The delay comes as Spark shareholders have filed a number of lawsuits seeking to block the deal on the grounds that it undervalues the Spark and is unfair to investors.

Dual-Speed Swept-Source OCT/OCT Angiography Launched at ARVO

Carl Zeiss Meditec introduced the Plex Elite 2.0, which is, according to the company, the first dual-speed swept-source OCT/OCT angiography, at the ARVO Annual Meeting. The device will scan at 200 kHz as well as 100kHz, providing doctors more detailed views into the retina. Varying speeds can be applied to different disease states in the eye and expand research possibilities, the company said in a press release.

The primary endpoint of improvement by 2 or more steps on the DR severity scale was met by 65% of patients receiving aflibercept every 16 weeks, 80% of those receiving it every 8 weeks, and 15% of those receiving sham injections.

Aflibercept had previously received FDA approval for the treatment of patients with neovascular (wet) age-related macular degeneration (AMD), macular edema following retinal vein occlusion, and diabetic macular edema (DME). PANORAMA was the first prospective trial to study whether an anti-VEGF agent can help prevent worsening disease in patients with nonproliferative DR without DME, according to the company.

Initial Observation OK for DME With Good Vision

In eyes with center-involving DME with good vision, observation without treatment until VA worsens was equivalent to treatment with aflibercept or laser photocoagulation in preventing vision loss. This was the conclusion of a study published online in JAMA: The Journal of the American Medical Association in April.1

In a randomized clinical trial including 702 eyes, there were no statistically significant differences in 5-letter or more decrease in VA at 2 years between groups initially managed with aflibercept (16%), laser photocoagulation (17%), and observation (19%), the study authors found. The trial was conducted at 91 US and Canadian sites in adults with type 1 or type 2 diabetes. Eyes included in the study had center-involving DME and VA of 20/25 or better.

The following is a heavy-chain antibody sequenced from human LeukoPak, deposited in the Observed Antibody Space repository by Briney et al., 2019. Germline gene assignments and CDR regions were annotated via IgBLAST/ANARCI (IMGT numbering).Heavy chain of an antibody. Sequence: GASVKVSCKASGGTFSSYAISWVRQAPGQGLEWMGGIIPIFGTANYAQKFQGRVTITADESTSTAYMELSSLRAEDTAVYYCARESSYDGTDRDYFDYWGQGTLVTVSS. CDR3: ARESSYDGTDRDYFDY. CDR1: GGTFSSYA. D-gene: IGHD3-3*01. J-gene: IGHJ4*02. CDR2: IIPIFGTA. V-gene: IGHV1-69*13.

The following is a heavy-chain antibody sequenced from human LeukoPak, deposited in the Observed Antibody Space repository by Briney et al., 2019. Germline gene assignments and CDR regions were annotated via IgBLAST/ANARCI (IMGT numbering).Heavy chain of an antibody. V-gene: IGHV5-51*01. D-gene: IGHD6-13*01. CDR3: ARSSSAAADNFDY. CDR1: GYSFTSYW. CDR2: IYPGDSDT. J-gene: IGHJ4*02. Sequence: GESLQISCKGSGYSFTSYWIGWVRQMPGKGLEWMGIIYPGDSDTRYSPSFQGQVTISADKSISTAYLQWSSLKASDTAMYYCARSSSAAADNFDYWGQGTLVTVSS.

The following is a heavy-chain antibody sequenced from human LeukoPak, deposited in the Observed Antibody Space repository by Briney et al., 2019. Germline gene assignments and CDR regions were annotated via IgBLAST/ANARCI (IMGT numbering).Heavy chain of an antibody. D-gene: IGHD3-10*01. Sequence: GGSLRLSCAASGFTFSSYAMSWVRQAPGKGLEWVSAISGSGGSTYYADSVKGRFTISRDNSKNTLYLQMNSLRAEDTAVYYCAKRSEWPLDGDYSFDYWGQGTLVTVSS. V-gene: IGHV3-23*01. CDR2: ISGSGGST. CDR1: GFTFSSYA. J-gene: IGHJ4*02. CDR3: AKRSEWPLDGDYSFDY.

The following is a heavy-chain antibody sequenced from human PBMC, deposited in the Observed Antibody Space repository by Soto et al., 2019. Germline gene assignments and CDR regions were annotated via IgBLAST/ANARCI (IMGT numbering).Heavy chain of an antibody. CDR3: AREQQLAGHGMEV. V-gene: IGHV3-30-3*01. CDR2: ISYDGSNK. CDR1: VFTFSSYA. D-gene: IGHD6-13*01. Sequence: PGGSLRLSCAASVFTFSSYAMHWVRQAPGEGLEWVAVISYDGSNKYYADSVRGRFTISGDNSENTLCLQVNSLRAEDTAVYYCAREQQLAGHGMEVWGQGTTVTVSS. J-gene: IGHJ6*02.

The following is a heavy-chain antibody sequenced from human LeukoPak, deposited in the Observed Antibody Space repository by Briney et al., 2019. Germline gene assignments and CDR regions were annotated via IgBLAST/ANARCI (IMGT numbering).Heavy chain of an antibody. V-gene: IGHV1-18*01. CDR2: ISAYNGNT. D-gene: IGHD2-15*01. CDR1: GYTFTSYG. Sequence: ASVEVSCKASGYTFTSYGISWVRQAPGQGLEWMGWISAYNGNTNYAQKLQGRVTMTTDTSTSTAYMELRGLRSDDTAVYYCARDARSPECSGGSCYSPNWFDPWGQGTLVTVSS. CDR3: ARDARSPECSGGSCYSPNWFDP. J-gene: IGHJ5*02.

Eyes were randomly assigned to 2.0 mg aflibercept, given as frequently as every 4 weeks, focal/grid laser photocoagulation, or observation. In the laser and observation groups, if patients had decreased VA from baseline by at least 2 lines at any visit, or by 5 to 9 letters at 2 consecutive visits, aflibercept was administered. The researchers reported that aflibercept was given in 25% of patients in the laser group and 34% in the observation group.

At 2 years, the percentage of eyes with at least a 5-letter VA decrease was 16% in the aflibercept group, 17% in the laser group, and 19% in the observation group. The differences were not statistically significant.

1. Baker CW, Glassman AR, Beaulieu WT, et al. Effect of initial management with aflibercept vs laser photocoagulation vs observation on vision loss among patients with diabetic macular edema involving the center of the macula and good visual acuity: a randomized clinical trial [published online ahead of print April 29, 2019]. JAMA.

Smartphone Plus AI Helpful for DR Screening

The pairing of a smartphone-mounted camera and an artificial intelligence (AI) program was useful as a method of screening for DR, according to a presentation at the Association for Research in Vision and Ophthalmology (ARVO) Annual Meeting in April.